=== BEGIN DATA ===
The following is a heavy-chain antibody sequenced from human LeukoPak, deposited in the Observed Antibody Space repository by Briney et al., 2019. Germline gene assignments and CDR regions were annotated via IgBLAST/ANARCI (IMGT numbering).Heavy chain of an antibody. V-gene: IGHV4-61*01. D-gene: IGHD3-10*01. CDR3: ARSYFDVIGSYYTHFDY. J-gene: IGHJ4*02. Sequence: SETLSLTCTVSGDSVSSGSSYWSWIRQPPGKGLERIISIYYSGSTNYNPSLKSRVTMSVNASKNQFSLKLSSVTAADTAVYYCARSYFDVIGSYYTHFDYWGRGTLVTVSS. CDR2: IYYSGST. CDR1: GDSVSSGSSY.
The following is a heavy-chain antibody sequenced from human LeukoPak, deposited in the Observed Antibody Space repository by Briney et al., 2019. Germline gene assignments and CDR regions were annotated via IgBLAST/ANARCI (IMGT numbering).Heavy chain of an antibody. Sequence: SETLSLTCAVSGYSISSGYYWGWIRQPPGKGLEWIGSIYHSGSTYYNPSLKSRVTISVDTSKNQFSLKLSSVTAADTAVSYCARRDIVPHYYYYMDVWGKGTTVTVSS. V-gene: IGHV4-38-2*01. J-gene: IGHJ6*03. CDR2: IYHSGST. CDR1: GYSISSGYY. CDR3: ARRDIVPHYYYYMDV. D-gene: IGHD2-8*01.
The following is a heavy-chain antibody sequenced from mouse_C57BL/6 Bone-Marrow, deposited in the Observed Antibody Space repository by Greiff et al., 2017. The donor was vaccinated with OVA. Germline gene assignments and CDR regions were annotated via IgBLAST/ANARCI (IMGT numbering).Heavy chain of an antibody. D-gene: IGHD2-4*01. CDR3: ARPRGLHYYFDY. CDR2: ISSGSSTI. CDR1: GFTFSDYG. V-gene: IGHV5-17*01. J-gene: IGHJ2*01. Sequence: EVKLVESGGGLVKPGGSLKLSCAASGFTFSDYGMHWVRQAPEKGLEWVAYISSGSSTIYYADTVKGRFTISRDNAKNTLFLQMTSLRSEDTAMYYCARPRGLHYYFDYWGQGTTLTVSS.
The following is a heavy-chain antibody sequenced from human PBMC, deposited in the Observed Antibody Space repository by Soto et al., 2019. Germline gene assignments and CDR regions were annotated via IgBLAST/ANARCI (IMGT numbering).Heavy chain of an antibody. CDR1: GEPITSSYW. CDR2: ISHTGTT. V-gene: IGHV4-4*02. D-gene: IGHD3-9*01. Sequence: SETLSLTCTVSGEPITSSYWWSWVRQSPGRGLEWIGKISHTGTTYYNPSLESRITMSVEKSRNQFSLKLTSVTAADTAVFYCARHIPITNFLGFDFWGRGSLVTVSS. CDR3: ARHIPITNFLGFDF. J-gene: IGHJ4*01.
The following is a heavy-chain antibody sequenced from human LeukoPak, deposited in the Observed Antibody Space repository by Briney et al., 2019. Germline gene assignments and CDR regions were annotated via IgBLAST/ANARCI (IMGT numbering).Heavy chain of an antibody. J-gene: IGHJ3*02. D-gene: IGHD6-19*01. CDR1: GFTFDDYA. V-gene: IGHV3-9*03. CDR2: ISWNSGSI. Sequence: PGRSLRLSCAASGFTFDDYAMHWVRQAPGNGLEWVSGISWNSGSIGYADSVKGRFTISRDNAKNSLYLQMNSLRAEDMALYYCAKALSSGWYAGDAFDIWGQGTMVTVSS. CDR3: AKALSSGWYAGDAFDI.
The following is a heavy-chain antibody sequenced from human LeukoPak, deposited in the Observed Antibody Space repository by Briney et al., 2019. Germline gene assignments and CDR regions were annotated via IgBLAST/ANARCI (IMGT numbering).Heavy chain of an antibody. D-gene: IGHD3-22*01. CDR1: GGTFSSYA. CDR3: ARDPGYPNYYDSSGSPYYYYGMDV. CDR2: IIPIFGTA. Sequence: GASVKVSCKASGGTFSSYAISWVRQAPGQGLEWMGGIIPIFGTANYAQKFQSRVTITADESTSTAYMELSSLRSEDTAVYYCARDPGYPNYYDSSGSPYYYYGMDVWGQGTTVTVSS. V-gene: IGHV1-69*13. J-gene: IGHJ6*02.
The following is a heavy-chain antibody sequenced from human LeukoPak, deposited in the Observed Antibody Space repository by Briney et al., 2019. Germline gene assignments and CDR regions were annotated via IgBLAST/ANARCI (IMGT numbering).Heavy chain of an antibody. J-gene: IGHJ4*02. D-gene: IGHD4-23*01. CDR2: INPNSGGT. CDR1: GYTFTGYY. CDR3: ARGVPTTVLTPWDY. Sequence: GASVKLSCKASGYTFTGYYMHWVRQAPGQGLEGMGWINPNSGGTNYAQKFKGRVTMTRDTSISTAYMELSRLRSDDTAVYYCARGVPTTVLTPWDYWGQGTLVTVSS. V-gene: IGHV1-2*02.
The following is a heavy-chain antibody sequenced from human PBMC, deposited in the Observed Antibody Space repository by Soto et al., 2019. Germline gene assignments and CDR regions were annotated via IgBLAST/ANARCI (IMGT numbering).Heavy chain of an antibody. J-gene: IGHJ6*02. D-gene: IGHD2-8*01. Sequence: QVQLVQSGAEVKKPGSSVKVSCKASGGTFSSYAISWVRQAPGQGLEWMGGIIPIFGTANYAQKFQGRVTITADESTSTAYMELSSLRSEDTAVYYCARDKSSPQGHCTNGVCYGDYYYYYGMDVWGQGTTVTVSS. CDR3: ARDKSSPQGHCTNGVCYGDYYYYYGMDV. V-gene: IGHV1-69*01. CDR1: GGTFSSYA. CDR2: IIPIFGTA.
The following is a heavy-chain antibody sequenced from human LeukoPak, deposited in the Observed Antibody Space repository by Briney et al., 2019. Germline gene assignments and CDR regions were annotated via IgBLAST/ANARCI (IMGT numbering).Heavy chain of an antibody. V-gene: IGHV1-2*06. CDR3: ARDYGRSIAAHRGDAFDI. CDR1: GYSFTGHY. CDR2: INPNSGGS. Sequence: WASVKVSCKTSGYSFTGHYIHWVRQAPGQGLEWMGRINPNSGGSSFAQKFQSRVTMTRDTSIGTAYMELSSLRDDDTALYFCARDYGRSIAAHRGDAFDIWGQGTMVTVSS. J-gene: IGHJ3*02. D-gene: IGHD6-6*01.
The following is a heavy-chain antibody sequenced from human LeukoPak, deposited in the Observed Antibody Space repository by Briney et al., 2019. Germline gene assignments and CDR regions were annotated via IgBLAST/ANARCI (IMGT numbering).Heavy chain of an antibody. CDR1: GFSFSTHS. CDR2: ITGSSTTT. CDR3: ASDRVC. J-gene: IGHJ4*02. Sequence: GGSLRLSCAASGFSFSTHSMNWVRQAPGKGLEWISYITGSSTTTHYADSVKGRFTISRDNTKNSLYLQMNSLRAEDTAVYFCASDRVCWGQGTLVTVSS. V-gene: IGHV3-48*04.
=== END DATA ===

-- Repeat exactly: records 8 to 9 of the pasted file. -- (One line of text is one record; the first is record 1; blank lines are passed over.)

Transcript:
The following is a heavy-chain antibody sequenced from human PBMC, deposited in the Observed Antibody Space repository by Soto et al., 2019. Germline gene assignments and CDR regions were annotated via IgBLAST/ANARCI (IMGT numbering).Heavy chain of an antibody. J-gene: IGHJ6*02. D-gene: IGHD2-8*01. Sequence: QVQLVQSGAEVKKPGSSVKVSCKASGGTFSSYAISWVRQAPGQGLEWMGGIIPIFGTANYAQKFQGRVTITADESTSTAYMELSSLRSEDTAVYYCARDKSSPQGHCTNGVCYGDYYYYYGMDVWGQGTTVTVSS. CDR3: ARDKSSPQGHCTNGVCYGDYYYYYGMDV. V-gene: IGHV1-69*01. CDR1: GGTFSSYA. CDR2: IIPIFGTA.
The following is a heavy-chain antibody sequenced from human LeukoPak, deposited in the Observed Antibody Space repository by Briney et al., 2019. Germline gene assignments and CDR regions were annotated via IgBLAST/ANARCI (IMGT numbering).Heavy chain of an antibody. V-gene: IGHV1-2*06. CDR3: ARDYGRSIAAHRGDAFDI. CDR1: GYSFTGHY. CDR2: INPNSGGS. Sequence: WASVKVSCKTSGYSFTGHYIHWVRQAPGQGLEWMGRINPNSGGSSFAQKFQSRVTMTRDTSIGTAYMELSSLRDDDTALYFCARDYGRSIAAHRGDAFDIWGQGTMVTVSS. J-gene: IGHJ3*02. D-gene: IGHD6-6*01.